Electronic health records (EHR) are the digital equivalent of a patient's paper records. This record includes a patient's medical history, progress notes, health issues, medications, vital signs, past medical history, immunization records, laboratory data, demographic information, and other information.

It may include all of the most important administrative and clinical information about that person's care over time with a certain healthcare provider. EHRs have many advantages over paper charts, including the following:

1. EHR is accessible to healthcare providers

With EHRs, physicians can access the full medical history of their patients, including lab results and other test results, from a single location. This allows them to make more informed treatment decisions and reduces the potential for communication errors.

Illegible handwriting in clinicians' notes and prescriptions will no longer be an issue, and coding procedures will be easier. By using electronic medical records, patients' interactions can be tracked and documented more accurately, which could curtail the likelihood of errors.

As a result, healthcare providers will be able to identify patterns in patient data that have previously gone unnoticed because they have no means of sharing information.

2. EHRs are more efficient and cost-effective

The use of an EHR platform can lead to the significant abatement of administrative costs, for example, by eliminating the need for transcriptions, physical chart storage, coding, and claims management. It also allows clinicians, laboratories, pharmacies, and health plan purveyors to communicate more efficiently and facilitate care coordination.

3. EHR keeps data secure

EHR are encrypted files, which means that they can’t be opened without the right access code. This makes it harder for unauthorized users to access otherwise private information. Electronic charting, in contrast to paper charting, is equipped with an automated tracking feature that monitors access to and activity within the system.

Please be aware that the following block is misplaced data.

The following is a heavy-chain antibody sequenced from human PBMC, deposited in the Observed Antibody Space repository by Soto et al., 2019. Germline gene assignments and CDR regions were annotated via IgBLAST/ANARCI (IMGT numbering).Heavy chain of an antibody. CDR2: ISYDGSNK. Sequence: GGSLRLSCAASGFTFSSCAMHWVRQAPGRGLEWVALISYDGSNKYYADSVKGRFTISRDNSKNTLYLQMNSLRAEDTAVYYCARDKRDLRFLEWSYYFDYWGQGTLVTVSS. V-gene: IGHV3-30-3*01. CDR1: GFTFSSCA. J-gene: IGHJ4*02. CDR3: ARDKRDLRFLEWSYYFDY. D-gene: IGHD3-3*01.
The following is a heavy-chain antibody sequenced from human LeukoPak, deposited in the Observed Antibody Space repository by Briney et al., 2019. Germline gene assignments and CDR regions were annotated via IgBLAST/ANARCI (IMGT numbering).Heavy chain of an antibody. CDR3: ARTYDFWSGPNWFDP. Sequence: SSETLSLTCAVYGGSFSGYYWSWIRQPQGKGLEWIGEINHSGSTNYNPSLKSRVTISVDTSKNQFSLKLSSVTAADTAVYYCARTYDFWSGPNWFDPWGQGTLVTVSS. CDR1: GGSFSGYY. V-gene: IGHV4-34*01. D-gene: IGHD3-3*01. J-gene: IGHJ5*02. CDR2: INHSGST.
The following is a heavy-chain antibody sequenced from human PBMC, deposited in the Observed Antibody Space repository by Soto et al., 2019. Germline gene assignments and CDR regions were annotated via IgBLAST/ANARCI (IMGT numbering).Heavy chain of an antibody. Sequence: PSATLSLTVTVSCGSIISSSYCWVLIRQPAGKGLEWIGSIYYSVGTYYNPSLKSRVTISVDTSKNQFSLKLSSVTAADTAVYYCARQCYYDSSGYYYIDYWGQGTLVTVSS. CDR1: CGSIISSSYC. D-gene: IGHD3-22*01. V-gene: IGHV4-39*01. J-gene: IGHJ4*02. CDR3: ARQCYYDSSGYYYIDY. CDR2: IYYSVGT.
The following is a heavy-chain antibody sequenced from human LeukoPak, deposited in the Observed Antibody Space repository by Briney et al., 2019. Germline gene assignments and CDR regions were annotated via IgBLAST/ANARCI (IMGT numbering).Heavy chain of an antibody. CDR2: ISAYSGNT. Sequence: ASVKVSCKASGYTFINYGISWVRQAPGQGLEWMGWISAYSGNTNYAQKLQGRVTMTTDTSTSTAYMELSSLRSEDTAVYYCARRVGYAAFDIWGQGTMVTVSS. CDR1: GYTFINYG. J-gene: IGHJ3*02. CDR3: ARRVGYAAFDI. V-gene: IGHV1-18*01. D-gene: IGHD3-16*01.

It’s a way of pinpointing who may have accessed the records for clinical, administrative, security, or privacy reasons. Therefore, healthcare organizations are responsible for ensuring that patient data is encrypted, shielded from unauthorized access, and expendable in case of a system breach or technological catastrophe.

EHR is the best way to manage your patient records

While the trek to an electronic health record system is not without its little difficulties and growing pains, the ability to place patient records in a central, electronic repository will prove a huge leap forward in modern healthcare. That's because it will resolve many of the issues that have hindered healthcare in the past.

With proper management and information sharing, these obstacles can be overcome. The key to this relies on interoperability—the ability of all medical devices and record systems to retain or exchange pertinent data as the modern era progresses.


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Dr. Naheed Ali

About the author…

Dr. Ali brings more than 15 years of writing about health and wellness. Since 2005, he produced and published two million words of content. He continues to serve as a freelance medical journalist and copywriter by way of

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Dr. Naheed Ali